As an employer, have you ever wondered if a wage deduction you made was legal? New York Labor Law establishes what is legal and what is not for wage deductions. If you have questions, it is always wise to seek legal counsel from an experienced employment law defense attorney. The NY legislature passed an amendment to NY Labor Law 193 Deductions from Wages in October 2015. The amendment went into effect on November 6, 2015 and expires on November 6, 2018, unless the legislature renews it. Two main features of the amendment are allowing employers to deduct for over payments and salary advances. Overpayments The amendment permits employers to make wage deductions for accidental overpayments. Overpayments refer to payments made due to a mathematical or clerical error by the employer. Note that the employer must provide the employee with a notice of the overpayment deduction prior to commencing the recovery. Also, regulations govern how the deduction is made based on the size of overpayment along with the timing, frequency, duration and method of recovery. In addition, the employer must provide a procedure for the employee to dispute overpayment amounts and the procedure for recovering it. Salary Advances The employer must abide by rules the Commissioner has established for the timing, frequency, duration and method of deduction of a salary advance. There are also limitations on the periodic amount of repayment of the advance. Employers must provide employees with a notice before commencing repayment and also provide a procedure for the employee to dispute the amount or to seek delay of repayment. In addition to wage advances and overpayments, some...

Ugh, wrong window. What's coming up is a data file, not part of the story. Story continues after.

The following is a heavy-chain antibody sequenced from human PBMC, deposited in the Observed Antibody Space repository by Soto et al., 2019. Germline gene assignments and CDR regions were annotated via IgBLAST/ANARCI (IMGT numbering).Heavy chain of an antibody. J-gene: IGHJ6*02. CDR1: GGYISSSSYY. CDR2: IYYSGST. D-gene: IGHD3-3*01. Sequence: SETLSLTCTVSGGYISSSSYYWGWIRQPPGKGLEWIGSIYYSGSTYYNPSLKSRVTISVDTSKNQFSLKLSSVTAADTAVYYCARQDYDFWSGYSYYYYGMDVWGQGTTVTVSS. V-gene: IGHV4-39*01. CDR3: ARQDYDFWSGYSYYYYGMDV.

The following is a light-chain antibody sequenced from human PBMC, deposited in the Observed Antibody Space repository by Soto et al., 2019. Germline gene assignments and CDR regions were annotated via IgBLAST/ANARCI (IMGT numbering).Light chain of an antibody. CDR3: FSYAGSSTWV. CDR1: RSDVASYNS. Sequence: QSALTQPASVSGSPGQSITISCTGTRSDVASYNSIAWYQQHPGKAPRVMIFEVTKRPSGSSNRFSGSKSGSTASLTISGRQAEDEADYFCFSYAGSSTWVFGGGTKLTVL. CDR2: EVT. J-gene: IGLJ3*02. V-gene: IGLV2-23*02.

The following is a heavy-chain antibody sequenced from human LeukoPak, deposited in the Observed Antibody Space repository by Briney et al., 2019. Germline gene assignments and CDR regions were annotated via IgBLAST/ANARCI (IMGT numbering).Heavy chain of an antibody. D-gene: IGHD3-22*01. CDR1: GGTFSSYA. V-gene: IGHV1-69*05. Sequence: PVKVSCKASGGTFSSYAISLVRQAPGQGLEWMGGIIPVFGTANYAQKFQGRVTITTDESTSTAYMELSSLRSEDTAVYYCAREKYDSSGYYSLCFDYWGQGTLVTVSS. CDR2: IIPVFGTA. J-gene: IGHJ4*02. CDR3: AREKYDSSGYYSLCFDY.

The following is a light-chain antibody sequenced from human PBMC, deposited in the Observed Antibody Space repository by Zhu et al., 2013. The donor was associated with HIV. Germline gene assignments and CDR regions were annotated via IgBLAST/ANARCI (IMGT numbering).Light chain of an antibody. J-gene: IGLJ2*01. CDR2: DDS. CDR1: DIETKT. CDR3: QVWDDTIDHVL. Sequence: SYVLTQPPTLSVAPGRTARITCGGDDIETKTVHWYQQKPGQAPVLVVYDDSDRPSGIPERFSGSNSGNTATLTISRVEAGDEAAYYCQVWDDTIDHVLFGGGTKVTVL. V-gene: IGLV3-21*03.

Restaurant Industry: FAQs about Tips

Owners in the restaurant industry often have questions about tips. As a restaurant owner, it’s important to know your rights and responsibilities regarding tips so you can avoid disputes with employees and not put your business at risk. The Fair Labor Standards Act (FSLA), which is federal law, and the New York Labor Law (state law) determine how restaurant owners must deal with tips. In the past, people paid restaurant bills with cash, but today credit cards are a popular and common form of payment. How must a restaurant owner deal with credit card tips? When tips are received by credit card, the owner must pay the employee the tip amount due no later than the regularly scheduled payday. Credit card companies charge a fee to the merchant for use of credit cards, and the fee is a percentage of the total amount paid on the card. The employer deducts the pro-rated share of the credit card company charge from the tip when calculating the employee’s tip. How must an employee’s wage statement reflect wages and tips? The wage statement must indicate the amount being paid to the employee in wages and the amount paid in tips. How should employers handle cash tips? Employers can allow employees to leave their cash tips with the employer during a particular pay period. However, doing so must be voluntary and up to the employee. Employers can hold tips as a service to the employee, and employers would indicate the amount in tips and wages in the wage statement. Employers cannot make their service of keeping cash tips as a mandatory hiring condition...